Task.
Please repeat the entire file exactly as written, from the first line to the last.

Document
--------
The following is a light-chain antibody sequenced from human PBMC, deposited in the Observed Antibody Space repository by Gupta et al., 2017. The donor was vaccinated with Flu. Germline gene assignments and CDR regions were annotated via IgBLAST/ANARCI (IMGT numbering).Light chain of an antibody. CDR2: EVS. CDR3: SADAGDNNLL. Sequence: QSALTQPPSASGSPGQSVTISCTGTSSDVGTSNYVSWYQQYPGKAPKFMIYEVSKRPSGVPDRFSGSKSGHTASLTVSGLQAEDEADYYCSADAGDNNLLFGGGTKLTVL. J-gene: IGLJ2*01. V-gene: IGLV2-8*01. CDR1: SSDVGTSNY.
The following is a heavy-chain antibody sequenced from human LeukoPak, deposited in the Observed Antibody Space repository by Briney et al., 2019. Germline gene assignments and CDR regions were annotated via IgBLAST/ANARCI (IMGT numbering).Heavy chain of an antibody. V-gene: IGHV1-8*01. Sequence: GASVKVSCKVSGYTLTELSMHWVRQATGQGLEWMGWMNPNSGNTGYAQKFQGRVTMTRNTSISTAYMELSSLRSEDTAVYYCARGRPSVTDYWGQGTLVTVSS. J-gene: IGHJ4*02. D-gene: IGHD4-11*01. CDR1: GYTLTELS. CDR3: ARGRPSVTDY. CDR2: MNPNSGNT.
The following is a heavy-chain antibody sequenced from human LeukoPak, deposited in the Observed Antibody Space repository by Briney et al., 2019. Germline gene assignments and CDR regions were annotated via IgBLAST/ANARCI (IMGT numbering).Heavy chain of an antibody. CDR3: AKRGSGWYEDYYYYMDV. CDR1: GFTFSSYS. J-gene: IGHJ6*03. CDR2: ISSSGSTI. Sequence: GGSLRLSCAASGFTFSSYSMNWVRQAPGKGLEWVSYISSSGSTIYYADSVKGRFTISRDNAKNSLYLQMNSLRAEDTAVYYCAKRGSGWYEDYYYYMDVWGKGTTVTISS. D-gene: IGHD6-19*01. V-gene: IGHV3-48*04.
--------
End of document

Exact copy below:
The following is a light-chain antibody sequenced from human PBMC, deposited in the Observed Antibody Space repository by Gupta et al., 2017. The donor was vaccinated with Flu. Germline gene assignments and CDR regions were annotated via IgBLAST/ANARCI (IMGT numbering).Light chain of an antibody. CDR2: EVS. CDR3: SADAGDNNLL. Sequence: QSALTQPPSASGSPGQSVTISCTGTSSDVGTSNYVSWYQQYPGKAPKFMIYEVSKRPSGVPDRFSGSKSGHTASLTVSGLQAEDEADYYCSADAGDNNLLFGGGTKLTVL. J-gene: IGLJ2*01. V-gene: IGLV2-8*01. CDR1: SSDVGTSNY.
The following is a heavy-chain antibody sequenced from human LeukoPak, deposited in the Observed Antibody Space repository by Briney et al., 2019. Germline gene assignments and CDR regions were annotated via IgBLAST/ANARCI (IMGT numbering).Heavy chain of an antibody. V-gene: IGHV1-8*01. Sequence: GASVKVSCKVSGYTLTELSMHWVRQATGQGLEWMGWMNPNSGNTGYAQKFQGRVTMTRNTSISTAYMELSSLRSEDTAVYYCARGRPSVTDYWGQGTLVTVSS. J-gene: IGHJ4*02. D-gene: IGHD4-11*01. CDR1: GYTLTELS. CDR3: ARGRPSVTDY. CDR2: MNPNSGNT.
The following is a heavy-chain antibody sequenced from human LeukoPak, deposited in the Observed Antibody Space repository by Briney et al., 2019. Germline gene assignments and CDR regions were annotated via IgBLAST/ANARCI (IMGT numbering).Heavy chain of an antibody. CDR3: AKRGSGWYEDYYYYMDV. CDR1: GFTFSSYS. J-gene: IGHJ6*03. CDR2: ISSSGSTI. Sequence: GGSLRLSCAASGFTFSSYSMNWVRQAPGKGLEWVSYISSSGSTIYYADSVKGRFTISRDNAKNSLYLQMNSLRAEDTAVYYCAKRGSGWYEDYYYYMDVWGKGTTVTISS. D-gene: IGHD6-19*01. V-gene: IGHV3-48*04.